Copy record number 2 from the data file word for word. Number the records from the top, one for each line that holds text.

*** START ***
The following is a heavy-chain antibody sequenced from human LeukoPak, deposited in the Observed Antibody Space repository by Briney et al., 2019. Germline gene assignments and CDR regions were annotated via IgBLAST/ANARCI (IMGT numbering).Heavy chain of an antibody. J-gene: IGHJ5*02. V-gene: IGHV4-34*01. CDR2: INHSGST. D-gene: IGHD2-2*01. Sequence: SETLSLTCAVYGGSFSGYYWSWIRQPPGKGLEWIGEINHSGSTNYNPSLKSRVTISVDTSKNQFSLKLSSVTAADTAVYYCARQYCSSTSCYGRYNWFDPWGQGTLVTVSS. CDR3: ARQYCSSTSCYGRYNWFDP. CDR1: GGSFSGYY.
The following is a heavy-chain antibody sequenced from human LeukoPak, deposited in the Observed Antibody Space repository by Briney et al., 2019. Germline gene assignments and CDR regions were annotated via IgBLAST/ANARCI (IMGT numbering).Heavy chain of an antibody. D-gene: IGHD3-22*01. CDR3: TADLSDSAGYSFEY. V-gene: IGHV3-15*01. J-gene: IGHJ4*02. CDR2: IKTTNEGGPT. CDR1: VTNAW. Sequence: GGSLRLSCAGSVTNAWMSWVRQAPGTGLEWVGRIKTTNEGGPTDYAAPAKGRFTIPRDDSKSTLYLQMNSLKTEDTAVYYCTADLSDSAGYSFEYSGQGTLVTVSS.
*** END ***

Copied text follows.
The following is a heavy-chain antibody sequenced from human LeukoPak, deposited in the Observed Antibody Space repository by Briney et al., 2019. Germline gene assignments and CDR regions were annotated via IgBLAST/ANARCI (IMGT numbering).Heavy chain of an antibody. D-gene: IGHD3-22*01. CDR3: TADLSDSAGYSFEY. V-gene: IGHV3-15*01. J-gene: IGHJ4*02. CDR2: IKTTNEGGPT. CDR1: VTNAW. Sequence: GGSLRLSCAGSVTNAWMSWVRQAPGTGLEWVGRIKTTNEGGPTDYAAPAKGRFTIPRDDSKSTLYLQMNSLKTEDTAVYYCTADLSDSAGYSFEYSGQGTLVTVSS.